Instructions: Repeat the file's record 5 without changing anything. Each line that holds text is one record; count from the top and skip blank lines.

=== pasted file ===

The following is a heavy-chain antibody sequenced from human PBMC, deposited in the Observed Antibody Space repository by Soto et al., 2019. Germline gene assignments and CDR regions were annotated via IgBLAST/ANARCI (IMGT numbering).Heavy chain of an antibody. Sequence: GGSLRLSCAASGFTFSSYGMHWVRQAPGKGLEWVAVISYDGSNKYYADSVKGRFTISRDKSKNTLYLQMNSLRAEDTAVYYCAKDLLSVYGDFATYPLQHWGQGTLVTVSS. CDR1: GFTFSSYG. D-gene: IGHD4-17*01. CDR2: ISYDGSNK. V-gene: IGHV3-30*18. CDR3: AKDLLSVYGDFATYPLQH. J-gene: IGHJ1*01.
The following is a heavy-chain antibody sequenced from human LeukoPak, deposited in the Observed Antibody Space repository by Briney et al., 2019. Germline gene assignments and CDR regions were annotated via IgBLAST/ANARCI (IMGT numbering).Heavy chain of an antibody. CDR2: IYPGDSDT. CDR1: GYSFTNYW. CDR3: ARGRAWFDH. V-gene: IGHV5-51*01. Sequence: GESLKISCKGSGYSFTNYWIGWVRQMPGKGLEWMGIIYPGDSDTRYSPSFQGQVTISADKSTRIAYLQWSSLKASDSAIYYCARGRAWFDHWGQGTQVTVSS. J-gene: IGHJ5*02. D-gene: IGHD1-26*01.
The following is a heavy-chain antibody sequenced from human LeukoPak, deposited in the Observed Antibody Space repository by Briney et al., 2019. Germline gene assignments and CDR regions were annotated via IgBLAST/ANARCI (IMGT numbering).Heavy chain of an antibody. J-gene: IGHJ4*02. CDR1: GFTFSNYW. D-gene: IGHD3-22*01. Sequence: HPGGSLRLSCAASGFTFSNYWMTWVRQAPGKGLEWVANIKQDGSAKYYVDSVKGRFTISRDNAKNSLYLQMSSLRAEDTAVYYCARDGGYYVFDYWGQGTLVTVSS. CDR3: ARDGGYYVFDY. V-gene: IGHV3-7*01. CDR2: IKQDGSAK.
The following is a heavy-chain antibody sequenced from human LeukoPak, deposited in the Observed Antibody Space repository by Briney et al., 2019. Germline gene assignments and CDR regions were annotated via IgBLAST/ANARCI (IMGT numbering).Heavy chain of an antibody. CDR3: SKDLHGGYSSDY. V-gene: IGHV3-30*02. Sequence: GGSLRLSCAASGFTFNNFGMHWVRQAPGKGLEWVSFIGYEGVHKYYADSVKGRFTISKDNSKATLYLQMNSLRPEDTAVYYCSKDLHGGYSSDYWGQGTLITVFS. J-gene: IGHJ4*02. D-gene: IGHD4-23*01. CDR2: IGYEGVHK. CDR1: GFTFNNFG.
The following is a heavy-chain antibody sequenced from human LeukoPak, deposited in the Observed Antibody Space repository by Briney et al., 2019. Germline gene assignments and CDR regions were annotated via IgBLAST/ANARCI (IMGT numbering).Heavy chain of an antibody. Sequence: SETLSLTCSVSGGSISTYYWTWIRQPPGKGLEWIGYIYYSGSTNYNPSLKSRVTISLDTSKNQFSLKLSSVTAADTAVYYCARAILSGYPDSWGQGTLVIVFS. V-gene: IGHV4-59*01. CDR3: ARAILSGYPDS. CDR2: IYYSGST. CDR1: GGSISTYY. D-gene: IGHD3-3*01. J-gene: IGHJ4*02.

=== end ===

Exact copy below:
The following is a heavy-chain antibody sequenced from human LeukoPak, deposited in the Observed Antibody Space repository by Briney et al., 2019. Germline gene assignments and CDR regions were annotated via IgBLAST/ANARCI (IMGT numbering).Heavy chain of an antibody. Sequence: SETLSLTCSVSGGSISTYYWTWIRQPPGKGLEWIGYIYYSGSTNYNPSLKSRVTISLDTSKNQFSLKLSSVTAADTAVYYCARAILSGYPDSWGQGTLVIVFS. V-gene: IGHV4-59*01. CDR3: ARAILSGYPDS. CDR2: IYYSGST. CDR1: GGSISTYY. D-gene: IGHD3-3*01. J-gene: IGHJ4*02.